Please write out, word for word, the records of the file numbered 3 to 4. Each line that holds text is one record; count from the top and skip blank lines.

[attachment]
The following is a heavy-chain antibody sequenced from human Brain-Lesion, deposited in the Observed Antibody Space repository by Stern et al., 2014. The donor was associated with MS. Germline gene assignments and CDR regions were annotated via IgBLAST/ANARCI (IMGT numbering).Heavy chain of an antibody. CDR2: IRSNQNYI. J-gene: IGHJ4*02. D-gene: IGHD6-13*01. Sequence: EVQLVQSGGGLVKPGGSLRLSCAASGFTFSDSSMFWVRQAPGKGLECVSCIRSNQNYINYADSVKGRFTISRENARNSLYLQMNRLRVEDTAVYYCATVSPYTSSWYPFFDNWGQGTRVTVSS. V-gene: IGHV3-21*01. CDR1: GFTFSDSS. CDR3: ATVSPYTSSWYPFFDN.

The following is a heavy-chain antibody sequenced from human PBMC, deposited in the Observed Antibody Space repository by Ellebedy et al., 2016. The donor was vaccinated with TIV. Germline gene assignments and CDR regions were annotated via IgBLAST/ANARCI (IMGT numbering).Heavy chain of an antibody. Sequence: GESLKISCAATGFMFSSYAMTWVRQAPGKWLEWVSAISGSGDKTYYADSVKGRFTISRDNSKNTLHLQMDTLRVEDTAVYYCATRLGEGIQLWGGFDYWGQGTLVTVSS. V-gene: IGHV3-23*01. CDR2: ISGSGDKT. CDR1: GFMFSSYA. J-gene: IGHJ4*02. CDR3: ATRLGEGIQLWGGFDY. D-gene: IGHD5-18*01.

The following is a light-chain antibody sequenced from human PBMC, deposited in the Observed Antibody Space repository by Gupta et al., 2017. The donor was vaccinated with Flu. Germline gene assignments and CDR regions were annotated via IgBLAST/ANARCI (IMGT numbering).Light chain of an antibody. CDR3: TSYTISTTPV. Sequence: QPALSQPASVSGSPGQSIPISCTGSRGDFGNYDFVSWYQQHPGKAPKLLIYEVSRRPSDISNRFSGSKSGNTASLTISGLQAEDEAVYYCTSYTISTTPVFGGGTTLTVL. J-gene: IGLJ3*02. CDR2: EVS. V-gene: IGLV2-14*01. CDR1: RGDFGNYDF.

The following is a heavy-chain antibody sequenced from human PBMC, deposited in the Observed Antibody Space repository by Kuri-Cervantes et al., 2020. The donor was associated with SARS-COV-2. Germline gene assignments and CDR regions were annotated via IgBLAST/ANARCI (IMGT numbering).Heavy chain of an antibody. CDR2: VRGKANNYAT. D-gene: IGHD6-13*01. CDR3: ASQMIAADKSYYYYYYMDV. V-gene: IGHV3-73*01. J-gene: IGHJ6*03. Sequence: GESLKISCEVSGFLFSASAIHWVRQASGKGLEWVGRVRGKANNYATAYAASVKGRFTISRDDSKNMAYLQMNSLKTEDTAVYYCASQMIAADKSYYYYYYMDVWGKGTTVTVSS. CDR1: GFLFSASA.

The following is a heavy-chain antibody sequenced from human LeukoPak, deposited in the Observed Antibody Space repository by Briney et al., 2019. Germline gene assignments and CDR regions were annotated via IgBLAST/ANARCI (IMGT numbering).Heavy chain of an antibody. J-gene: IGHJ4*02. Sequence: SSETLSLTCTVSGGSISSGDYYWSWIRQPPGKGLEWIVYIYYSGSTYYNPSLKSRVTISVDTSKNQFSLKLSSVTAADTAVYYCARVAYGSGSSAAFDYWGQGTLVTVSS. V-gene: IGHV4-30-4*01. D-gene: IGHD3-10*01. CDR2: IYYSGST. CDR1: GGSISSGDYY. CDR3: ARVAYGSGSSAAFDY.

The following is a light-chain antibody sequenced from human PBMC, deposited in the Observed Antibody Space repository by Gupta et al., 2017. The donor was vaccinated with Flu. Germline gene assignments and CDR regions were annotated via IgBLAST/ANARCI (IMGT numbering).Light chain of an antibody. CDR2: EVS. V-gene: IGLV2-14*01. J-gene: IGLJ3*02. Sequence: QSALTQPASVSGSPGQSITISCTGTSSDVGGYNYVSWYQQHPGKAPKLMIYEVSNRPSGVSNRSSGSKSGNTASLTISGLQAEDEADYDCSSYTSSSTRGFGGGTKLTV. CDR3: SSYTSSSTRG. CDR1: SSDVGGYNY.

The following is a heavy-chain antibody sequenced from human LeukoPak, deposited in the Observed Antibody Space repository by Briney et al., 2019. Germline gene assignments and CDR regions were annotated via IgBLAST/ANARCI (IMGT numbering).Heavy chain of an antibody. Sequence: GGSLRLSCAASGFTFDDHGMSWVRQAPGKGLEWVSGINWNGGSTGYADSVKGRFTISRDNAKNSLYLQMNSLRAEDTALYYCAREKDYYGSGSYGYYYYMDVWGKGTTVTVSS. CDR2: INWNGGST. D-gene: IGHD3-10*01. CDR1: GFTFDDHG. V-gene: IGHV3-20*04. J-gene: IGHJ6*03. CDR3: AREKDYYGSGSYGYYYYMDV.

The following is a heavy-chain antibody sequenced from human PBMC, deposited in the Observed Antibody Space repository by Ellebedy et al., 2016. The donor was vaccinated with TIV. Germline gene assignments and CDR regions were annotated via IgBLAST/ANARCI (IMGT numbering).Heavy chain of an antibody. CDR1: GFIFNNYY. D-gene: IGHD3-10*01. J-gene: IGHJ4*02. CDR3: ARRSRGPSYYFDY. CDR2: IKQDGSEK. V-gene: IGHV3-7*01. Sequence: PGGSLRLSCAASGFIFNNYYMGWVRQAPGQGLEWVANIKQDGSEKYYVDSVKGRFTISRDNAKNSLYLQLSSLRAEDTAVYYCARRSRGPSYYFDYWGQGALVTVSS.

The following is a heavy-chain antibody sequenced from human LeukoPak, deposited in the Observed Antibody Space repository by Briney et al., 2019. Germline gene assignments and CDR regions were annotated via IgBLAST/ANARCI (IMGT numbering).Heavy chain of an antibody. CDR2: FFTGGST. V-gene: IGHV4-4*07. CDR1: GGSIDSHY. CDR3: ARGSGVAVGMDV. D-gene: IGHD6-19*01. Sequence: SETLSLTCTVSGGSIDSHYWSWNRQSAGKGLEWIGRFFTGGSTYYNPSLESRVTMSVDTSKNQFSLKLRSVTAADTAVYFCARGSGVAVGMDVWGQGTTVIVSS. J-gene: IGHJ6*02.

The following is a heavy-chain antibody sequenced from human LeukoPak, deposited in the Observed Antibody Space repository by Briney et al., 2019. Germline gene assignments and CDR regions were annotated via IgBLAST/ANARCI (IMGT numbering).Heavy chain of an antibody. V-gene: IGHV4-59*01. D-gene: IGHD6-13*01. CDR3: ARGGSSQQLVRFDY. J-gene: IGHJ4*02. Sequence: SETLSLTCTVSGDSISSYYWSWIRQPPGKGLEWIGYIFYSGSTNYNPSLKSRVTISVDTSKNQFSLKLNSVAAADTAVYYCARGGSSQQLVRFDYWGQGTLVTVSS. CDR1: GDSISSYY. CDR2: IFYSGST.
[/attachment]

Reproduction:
The following is a light-chain antibody sequenced from human PBMC, deposited in the Observed Antibody Space repository by Gupta et al., 2017. The donor was vaccinated with Flu. Germline gene assignments and CDR regions were annotated via IgBLAST/ANARCI (IMGT numbering).Light chain of an antibody. CDR3: TSYTISTTPV. Sequence: QPALSQPASVSGSPGQSIPISCTGSRGDFGNYDFVSWYQQHPGKAPKLLIYEVSRRPSDISNRFSGSKSGNTASLTISGLQAEDEAVYYCTSYTISTTPVFGGGTTLTVL. J-gene: IGLJ3*02. CDR2: EVS. V-gene: IGLV2-14*01. CDR1: RGDFGNYDF.

The following is a heavy-chain antibody sequenced from human PBMC, deposited in the Observed Antibody Space repository by Kuri-Cervantes et al., 2020. The donor was associated with SARS-COV-2. Germline gene assignments and CDR regions were annotated via IgBLAST/ANARCI (IMGT numbering).Heavy chain of an antibody. CDR2: VRGKANNYAT. D-gene: IGHD6-13*01. CDR3: ASQMIAADKSYYYYYYMDV. V-gene: IGHV3-73*01. J-gene: IGHJ6*03. Sequence: GESLKISCEVSGFLFSASAIHWVRQASGKGLEWVGRVRGKANNYATAYAASVKGRFTISRDDSKNMAYLQMNSLKTEDTAVYYCASQMIAADKSYYYYYYMDVWGKGTTVTVSS. CDR1: GFLFSASA.